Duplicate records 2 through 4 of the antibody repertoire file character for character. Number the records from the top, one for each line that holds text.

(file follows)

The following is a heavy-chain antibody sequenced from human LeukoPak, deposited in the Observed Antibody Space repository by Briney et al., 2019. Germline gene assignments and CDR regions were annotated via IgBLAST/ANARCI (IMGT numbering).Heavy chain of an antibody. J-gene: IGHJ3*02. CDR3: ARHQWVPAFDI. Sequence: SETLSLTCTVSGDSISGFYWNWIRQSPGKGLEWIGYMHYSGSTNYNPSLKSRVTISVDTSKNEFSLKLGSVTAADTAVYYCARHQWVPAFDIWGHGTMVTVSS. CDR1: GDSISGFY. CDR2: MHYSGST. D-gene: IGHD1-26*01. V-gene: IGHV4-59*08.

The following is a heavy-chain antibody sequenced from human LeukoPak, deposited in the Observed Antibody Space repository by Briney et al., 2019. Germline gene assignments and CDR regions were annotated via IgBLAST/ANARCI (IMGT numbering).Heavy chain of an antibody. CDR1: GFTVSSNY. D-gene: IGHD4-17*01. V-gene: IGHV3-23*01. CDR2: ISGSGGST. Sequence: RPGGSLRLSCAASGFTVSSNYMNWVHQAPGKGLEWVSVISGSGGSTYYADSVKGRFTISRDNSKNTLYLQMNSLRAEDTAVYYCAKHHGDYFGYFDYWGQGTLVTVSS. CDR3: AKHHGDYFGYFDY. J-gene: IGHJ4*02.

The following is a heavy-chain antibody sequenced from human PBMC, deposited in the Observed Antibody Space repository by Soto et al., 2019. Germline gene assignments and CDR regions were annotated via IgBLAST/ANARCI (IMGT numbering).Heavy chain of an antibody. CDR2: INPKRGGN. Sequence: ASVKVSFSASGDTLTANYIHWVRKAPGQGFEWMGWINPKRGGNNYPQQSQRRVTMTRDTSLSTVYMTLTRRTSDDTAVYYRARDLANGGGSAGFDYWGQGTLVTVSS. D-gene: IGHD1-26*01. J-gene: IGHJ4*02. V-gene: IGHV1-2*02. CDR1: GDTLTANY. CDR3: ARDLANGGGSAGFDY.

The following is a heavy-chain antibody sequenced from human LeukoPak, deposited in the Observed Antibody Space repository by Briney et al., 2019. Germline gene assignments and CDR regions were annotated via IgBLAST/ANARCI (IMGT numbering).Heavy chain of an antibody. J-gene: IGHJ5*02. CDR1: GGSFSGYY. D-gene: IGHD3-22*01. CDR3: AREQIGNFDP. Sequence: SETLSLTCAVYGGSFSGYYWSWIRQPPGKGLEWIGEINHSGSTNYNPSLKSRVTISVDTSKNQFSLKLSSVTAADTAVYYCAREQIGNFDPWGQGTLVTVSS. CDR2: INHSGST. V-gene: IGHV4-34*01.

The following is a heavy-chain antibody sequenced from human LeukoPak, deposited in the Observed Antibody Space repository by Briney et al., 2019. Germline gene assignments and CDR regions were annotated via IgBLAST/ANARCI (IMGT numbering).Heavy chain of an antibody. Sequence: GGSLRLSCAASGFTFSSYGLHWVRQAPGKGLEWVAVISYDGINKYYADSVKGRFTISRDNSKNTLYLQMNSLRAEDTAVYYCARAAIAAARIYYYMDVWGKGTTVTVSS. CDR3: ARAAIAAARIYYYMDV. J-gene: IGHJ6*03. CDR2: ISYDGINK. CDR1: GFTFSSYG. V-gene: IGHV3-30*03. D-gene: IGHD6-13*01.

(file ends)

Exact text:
The following is a heavy-chain antibody sequenced from human LeukoPak, deposited in the Observed Antibody Space repository by Briney et al., 2019. Germline gene assignments and CDR regions were annotated via IgBLAST/ANARCI (IMGT numbering).Heavy chain of an antibody. CDR1: GFTVSSNY. D-gene: IGHD4-17*01. V-gene: IGHV3-23*01. CDR2: ISGSGGST. Sequence: RPGGSLRLSCAASGFTVSSNYMNWVHQAPGKGLEWVSVISGSGGSTYYADSVKGRFTISRDNSKNTLYLQMNSLRAEDTAVYYCAKHHGDYFGYFDYWGQGTLVTVSS. CDR3: AKHHGDYFGYFDY. J-gene: IGHJ4*02.

The following is a heavy-chain antibody sequenced from human PBMC, deposited in the Observed Antibody Space repository by Soto et al., 2019. Germline gene assignments and CDR regions were annotated via IgBLAST/ANARCI (IMGT numbering).Heavy chain of an antibody. CDR2: INPKRGGN. Sequence: ASVKVSFSASGDTLTANYIHWVRKAPGQGFEWMGWINPKRGGNNYPQQSQRRVTMTRDTSLSTVYMTLTRRTSDDTAVYYRARDLANGGGSAGFDYWGQGTLVTVSS. D-gene: IGHD1-26*01. J-gene: IGHJ4*02. V-gene: IGHV1-2*02. CDR1: GDTLTANY. CDR3: ARDLANGGGSAGFDY.

The following is a heavy-chain antibody sequenced from human LeukoPak, deposited in the Observed Antibody Space repository by Briney et al., 2019. Germline gene assignments and CDR regions were annotated via IgBLAST/ANARCI (IMGT numbering).Heavy chain of an antibody. J-gene: IGHJ5*02. CDR1: GGSFSGYY. D-gene: IGHD3-22*01. CDR3: AREQIGNFDP. Sequence: SETLSLTCAVYGGSFSGYYWSWIRQPPGKGLEWIGEINHSGSTNYNPSLKSRVTISVDTSKNQFSLKLSSVTAADTAVYYCAREQIGNFDPWGQGTLVTVSS. CDR2: INHSGST. V-gene: IGHV4-34*01.